Organise ideas with Stickyboard 2 for iPad
Sticky notes are great when you are trying to organise ideas for a creative project. They allow you to freely move ideas around and swap out different options. However they are a bit of a pain, they fall off and are a bit messy, so I looked at digital options.
After trying out a few different apps I was pleased to find Stickyboard 2. The app provides virtual sticky notes which you can type on using your keyboard. The winning feature of this app for me was that I could also draw and scribble notes on the background like it’s a whiteboard. I used it in conjunction with my iPad Pro and the Apple Pencil.
I am using the app to try and organise my ideas for a workbook and I have been struggling with the structure. The app allows me to create virtual sticky notes and move them around. In the background, I have also drawn a grid to represent days. This lets me place each of my sticky note within a square.
What makes this app better than real sticky notes is that once you have something that looks promising, you can duplicate the board. You can then move your ideas around, knowing that your previous board is intact should you wish to revert back to it. It allows you to experiment freely. I have multiple versions of my workbook structure. I can keep experimenting with my sticky boards until I reach a solution that I am happy with.
Cardflow, a similar way to organise your ideas on the iPad
The same company also have a similar app called Cardflow where instead of sticky notes you use digital index cards.
These are a little different from the sticky notes because you can hand draw and write on the cards themselves. Although you can’t draw in the background on the free version (you can on the paid version). The paid version also allows you to add links and photographs. These digital index cards could work well if you wanted to be more visual with doodles etc.
There are a few different apps out there which aim to help you come up with Creative ideas. I must admit that I am yet to find one that totally works for me, but every now and again I will use one. My issue with most creative idea generation apps are that they tend to be quite generic, it’s the same with books on creativity. The app obviously does not know what I am working on and so I have to try and work out what would be the closest fit for my issue to get ideas. Let me explain, if I am trying to come up with logo design ideas, it’s a completely different kettle of fish to coming up with product or business ideas. So, how do I know which creative techniques to try? Without practice, I don’t, so it’s a bit of a case if trial and error.
The Creative Whack Pack
The best app I have found so far is the Creative Whack Pack, though it still sometimes leaves me perplexed as I try and shoehorn my idea needs into its structure. It is a good looking app and within it are fairly good instructions on how to use it.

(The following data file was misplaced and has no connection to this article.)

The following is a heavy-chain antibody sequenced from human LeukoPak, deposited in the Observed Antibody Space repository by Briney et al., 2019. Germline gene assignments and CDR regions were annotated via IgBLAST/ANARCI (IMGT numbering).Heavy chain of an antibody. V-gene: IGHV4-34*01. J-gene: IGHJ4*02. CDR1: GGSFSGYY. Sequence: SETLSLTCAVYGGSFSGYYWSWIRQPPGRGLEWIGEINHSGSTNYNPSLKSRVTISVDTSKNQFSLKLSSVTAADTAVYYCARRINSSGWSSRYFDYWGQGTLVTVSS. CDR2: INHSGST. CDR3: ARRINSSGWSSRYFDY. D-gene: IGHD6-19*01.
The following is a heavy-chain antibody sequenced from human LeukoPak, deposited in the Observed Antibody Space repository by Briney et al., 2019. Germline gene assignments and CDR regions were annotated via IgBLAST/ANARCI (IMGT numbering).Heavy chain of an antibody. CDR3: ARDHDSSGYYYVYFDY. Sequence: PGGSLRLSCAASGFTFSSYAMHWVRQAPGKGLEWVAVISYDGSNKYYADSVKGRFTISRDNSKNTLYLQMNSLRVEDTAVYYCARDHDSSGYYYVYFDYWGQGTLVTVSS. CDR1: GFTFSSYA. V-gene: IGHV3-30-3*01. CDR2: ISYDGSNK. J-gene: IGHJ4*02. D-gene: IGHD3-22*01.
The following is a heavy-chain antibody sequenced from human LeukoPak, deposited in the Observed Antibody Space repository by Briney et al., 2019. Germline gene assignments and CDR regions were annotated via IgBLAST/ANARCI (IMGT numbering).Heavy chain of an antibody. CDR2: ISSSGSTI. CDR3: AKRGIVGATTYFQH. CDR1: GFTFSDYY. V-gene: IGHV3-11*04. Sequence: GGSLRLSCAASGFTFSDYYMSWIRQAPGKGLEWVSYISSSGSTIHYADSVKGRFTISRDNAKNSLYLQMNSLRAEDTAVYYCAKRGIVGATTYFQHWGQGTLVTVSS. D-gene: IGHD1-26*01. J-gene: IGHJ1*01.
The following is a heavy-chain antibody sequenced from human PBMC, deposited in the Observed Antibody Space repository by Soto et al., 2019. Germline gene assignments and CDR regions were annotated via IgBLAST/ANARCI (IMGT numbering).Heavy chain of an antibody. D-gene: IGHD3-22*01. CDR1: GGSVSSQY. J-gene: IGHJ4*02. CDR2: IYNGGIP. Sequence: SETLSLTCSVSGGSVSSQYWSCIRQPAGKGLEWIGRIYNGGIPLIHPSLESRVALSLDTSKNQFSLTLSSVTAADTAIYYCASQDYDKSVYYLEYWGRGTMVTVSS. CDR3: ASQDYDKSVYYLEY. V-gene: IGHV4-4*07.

How to use the Creative Whack Pack to help get ideas
You can either ask for a random card (whack) to try and get your creative juices going or do a workshop. With a workshop, you choose an issue or have the app choose one for you. Then, you choose the type of workshop you want to do. The workshop types are explained by clicking on the question mark button. Depending which you choose, you will be shown creativity cards from certain categories. The card fronts show an image with the main heading and then on the reverse, you are presented with further information and questions to stimulate different lines of thinking.
I think these cards act in a similar manner to using random stimulus. They have the potential to make you question your normal way of thinking and look in new directions. It’s a great idea and it has helped me on occasions in the past, but I don’t always find my creative problems fit that well within its structure, but maybe that’s just me.
If you are interested in being more creative, you might want to sign up free for Creative Courage Summit starting today, 18th April 2017. It is being hosted by Patricia Echeverria. I’ve just signed up myself. The Creative Courage Summit features creativity experts, physiologists and productivity experts.
There are 30 speakers, a few of the names I recognise are:
- Elle Luna – Artist, The 100 Day Project
- David Allen – Getting Things Done
- James Taylor – Creativity Expert
I am sure you will know more.
Find out more at Creative Courage Summit Live
One of the weirdest things I heard this week was while I was in a coffee shop. An elderly man went to use the loo, but came back to his family and said:
“they only had a single seater”
..so I’ll go in the other shop.
Now my weird brain automatically pictured a loveseat toilet made for two that naturally would be called a twolet, though of course could also be used for number ones 🙂 .
Unfortunately, although this idea is weird it’s definitely not wonderful, but luckily I have found some ideas around the web that are both.
Pictionary-like Google artificial intelligence that guesses what you’re drawing
An edible and compostable future water bottle
Spinach leaves converted into human heart tissue
Spinach leaves stripped of their plant cells can create a vascular network like a human heart.
Read more here.
A scarf makes it impossible to take celebrity photos with flash photography
Video chat with friends and family on a mobile robot
Company Omnilabs is launching a mobile robot with a video chat screen which will allow the user the at the other end to move round your environment.
Read more here.
Amazing origami artist that helps solve real problems
Robert Lang’s origami work has helped pioneer new answers to real-world engineering problems.
Read more here.
Is Virtual reality for our own memories really such a great idea?
An interesting article which discusses the good side of virtual reality, but also the downsides. Imagine for instance how great it would be to go replay a scene with a deseased loved on. The author however believes that this could cause issues with us getting stuck in the past unable to move on.
Read more here.
I got this cartoon idea after listening to Own-it! The Podcast. They were talking about irrational fear and that you were more likely to die from a donkey kick that in an aeroplane. I do actually have a flying phobia.
A short film called “Alike” by Daniel Martínez Lara & Rafa Cano Méndez, from Spain, shows how we can learn a lot from children about creativity. It nearly made me cry.
The making of the film with English subtitles
found via www.learndiscoverbefree.com/